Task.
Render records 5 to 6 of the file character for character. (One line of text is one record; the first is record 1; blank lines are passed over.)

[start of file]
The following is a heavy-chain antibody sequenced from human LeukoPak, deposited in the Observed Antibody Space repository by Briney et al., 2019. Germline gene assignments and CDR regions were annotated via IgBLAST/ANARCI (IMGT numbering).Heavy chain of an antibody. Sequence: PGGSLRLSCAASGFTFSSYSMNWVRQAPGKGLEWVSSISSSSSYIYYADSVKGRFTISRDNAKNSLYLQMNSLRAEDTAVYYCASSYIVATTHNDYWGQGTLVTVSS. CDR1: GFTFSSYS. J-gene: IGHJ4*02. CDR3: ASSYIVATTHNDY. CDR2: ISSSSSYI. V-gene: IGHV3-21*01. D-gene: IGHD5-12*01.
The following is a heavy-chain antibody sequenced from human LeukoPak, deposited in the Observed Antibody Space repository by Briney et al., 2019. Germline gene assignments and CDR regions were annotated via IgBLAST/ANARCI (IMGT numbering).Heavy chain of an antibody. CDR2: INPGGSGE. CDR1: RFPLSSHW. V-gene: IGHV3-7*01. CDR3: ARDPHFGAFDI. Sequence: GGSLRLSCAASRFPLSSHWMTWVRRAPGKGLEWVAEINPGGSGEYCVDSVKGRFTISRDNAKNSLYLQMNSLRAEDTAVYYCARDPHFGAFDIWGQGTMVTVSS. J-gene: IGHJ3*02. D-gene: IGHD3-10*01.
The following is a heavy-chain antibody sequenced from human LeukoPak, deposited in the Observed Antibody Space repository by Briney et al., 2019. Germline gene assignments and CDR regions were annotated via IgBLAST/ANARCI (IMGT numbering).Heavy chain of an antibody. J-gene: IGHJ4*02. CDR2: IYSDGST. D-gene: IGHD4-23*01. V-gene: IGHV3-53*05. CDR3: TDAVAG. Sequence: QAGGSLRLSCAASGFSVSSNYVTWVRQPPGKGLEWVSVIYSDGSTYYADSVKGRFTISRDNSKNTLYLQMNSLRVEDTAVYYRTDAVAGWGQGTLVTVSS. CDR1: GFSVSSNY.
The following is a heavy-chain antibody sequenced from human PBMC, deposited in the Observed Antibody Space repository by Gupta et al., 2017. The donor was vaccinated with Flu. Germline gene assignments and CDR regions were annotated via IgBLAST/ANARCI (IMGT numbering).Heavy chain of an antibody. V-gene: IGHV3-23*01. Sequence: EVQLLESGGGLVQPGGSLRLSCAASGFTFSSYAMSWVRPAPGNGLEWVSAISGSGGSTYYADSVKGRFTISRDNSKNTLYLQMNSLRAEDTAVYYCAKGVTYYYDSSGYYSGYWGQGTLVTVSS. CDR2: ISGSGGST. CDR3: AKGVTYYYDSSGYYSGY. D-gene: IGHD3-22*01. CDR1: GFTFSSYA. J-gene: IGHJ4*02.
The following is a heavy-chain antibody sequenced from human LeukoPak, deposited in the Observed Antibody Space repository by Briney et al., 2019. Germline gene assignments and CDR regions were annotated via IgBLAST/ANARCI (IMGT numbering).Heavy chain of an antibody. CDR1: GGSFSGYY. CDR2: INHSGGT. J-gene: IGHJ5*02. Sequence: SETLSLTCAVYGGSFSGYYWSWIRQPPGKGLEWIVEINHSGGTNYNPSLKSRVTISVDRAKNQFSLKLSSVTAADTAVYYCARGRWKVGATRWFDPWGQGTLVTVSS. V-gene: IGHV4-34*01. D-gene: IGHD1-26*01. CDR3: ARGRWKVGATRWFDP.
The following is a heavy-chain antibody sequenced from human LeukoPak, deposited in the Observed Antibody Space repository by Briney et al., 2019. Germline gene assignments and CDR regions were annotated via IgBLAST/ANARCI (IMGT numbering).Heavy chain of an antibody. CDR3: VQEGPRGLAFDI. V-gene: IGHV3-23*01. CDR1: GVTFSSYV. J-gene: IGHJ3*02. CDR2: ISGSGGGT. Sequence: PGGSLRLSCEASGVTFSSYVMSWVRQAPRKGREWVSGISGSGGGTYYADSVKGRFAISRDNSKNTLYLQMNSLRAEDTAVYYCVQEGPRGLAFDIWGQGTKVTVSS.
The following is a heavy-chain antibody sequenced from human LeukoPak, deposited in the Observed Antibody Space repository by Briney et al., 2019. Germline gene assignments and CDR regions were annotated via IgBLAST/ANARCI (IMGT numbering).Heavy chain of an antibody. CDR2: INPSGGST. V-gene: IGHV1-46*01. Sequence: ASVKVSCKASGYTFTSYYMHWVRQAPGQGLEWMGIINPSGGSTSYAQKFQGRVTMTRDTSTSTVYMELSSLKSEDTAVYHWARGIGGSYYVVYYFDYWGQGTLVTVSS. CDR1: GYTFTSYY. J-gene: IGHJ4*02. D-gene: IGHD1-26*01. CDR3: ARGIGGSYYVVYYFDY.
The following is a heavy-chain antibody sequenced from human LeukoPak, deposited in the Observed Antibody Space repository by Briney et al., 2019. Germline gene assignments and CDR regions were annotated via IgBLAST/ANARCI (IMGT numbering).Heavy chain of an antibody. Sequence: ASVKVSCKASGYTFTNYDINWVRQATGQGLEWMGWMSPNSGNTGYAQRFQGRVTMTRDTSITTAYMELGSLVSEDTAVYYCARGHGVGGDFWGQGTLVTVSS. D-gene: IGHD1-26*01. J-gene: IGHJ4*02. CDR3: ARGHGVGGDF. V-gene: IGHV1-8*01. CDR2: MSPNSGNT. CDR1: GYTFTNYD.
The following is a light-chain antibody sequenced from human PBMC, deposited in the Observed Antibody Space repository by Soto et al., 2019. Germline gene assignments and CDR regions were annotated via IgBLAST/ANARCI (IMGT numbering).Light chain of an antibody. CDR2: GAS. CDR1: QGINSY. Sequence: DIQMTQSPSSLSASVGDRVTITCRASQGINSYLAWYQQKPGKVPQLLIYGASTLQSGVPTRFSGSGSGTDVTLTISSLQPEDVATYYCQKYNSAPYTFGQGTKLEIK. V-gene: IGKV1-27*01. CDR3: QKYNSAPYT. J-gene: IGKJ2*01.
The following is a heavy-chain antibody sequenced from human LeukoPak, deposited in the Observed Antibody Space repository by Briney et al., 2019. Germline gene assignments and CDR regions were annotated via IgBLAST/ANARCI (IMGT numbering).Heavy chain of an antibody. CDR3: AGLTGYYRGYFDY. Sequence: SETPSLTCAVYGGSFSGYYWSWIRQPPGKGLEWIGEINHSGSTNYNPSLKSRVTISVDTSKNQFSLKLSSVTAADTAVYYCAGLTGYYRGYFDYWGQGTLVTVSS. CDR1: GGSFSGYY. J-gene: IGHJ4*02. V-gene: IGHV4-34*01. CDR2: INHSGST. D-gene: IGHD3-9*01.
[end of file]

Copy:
The following is a heavy-chain antibody sequenced from human LeukoPak, deposited in the Observed Antibody Space repository by Briney et al., 2019. Germline gene assignments and CDR regions were annotated via IgBLAST/ANARCI (IMGT numbering).Heavy chain of an antibody. CDR1: GGSFSGYY. CDR2: INHSGGT. J-gene: IGHJ5*02. Sequence: SETLSLTCAVYGGSFSGYYWSWIRQPPGKGLEWIVEINHSGGTNYNPSLKSRVTISVDRAKNQFSLKLSSVTAADTAVYYCARGRWKVGATRWFDPWGQGTLVTVSS. V-gene: IGHV4-34*01. D-gene: IGHD1-26*01. CDR3: ARGRWKVGATRWFDP.
The following is a heavy-chain antibody sequenced from human LeukoPak, deposited in the Observed Antibody Space repository by Briney et al., 2019. Germline gene assignments and CDR regions were annotated via IgBLAST/ANARCI (IMGT numbering).Heavy chain of an antibody. CDR3: VQEGPRGLAFDI. V-gene: IGHV3-23*01. CDR1: GVTFSSYV. J-gene: IGHJ3*02. CDR2: ISGSGGGT. Sequence: PGGSLRLSCEASGVTFSSYVMSWVRQAPRKGREWVSGISGSGGGTYYADSVKGRFAISRDNSKNTLYLQMNSLRAEDTAVYYCVQEGPRGLAFDIWGQGTKVTVSS.